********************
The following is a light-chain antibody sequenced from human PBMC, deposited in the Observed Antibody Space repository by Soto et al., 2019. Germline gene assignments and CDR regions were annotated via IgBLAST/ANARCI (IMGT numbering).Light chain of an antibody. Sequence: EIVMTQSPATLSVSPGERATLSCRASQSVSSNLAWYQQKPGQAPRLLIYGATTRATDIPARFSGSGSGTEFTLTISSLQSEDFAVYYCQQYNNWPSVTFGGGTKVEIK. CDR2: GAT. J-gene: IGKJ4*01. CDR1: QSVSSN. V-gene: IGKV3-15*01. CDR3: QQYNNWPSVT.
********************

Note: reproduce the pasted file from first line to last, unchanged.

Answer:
The following is a light-chain antibody sequenced from human PBMC, deposited in the Observed Antibody Space repository by Soto et al., 2019. Germline gene assignments and CDR regions were annotated via IgBLAST/ANARCI (IMGT numbering).Light chain of an antibody. Sequence: EIVMTQSPATLSVSPGERATLSCRASQSVSSNLAWYQQKPGQAPRLLIYGATTRATDIPARFSGSGSGTEFTLTISSLQSEDFAVYYCQQYNNWPSVTFGGGTKVEIK. CDR2: GAT. J-gene: IGKJ4*01. CDR1: QSVSSN. V-gene: IGKV3-15*01. CDR3: QQYNNWPSVT.